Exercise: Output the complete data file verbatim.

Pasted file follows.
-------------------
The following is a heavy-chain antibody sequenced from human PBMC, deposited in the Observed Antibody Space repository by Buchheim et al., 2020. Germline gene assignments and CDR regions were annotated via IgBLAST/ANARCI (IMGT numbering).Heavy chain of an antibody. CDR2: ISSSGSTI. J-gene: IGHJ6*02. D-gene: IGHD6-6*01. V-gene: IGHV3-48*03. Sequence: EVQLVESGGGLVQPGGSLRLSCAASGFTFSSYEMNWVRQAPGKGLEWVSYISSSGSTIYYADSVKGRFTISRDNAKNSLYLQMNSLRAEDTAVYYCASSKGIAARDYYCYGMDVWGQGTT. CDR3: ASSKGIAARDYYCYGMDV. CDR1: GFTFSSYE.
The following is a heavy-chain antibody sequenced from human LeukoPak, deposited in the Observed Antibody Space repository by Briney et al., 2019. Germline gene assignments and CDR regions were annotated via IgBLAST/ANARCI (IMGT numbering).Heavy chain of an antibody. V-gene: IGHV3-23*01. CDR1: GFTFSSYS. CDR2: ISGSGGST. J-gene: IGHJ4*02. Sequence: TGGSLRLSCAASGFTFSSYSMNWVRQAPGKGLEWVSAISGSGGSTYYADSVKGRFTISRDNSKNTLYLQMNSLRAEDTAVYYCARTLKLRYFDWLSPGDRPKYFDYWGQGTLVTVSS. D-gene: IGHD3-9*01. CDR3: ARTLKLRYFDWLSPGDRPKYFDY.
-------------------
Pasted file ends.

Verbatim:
The following is a heavy-chain antibody sequenced from human PBMC, deposited in the Observed Antibody Space repository by Buchheim et al., 2020. Germline gene assignments and CDR regions were annotated via IgBLAST/ANARCI (IMGT numbering).Heavy chain of an antibody. CDR2: ISSSGSTI. J-gene: IGHJ6*02. D-gene: IGHD6-6*01. V-gene: IGHV3-48*03. Sequence: EVQLVESGGGLVQPGGSLRLSCAASGFTFSSYEMNWVRQAPGKGLEWVSYISSSGSTIYYADSVKGRFTISRDNAKNSLYLQMNSLRAEDTAVYYCASSKGIAARDYYCYGMDVWGQGTT. CDR3: ASSKGIAARDYYCYGMDV. CDR1: GFTFSSYE.
The following is a heavy-chain antibody sequenced from human LeukoPak, deposited in the Observed Antibody Space repository by Briney et al., 2019. Germline gene assignments and CDR regions were annotated via IgBLAST/ANARCI (IMGT numbering).Heavy chain of an antibody. V-gene: IGHV3-23*01. CDR1: GFTFSSYS. CDR2: ISGSGGST. J-gene: IGHJ4*02. Sequence: TGGSLRLSCAASGFTFSSYSMNWVRQAPGKGLEWVSAISGSGGSTYYADSVKGRFTISRDNSKNTLYLQMNSLRAEDTAVYYCARTLKLRYFDWLSPGDRPKYFDYWGQGTLVTVSS. D-gene: IGHD3-9*01. CDR3: ARTLKLRYFDWLSPGDRPKYFDY.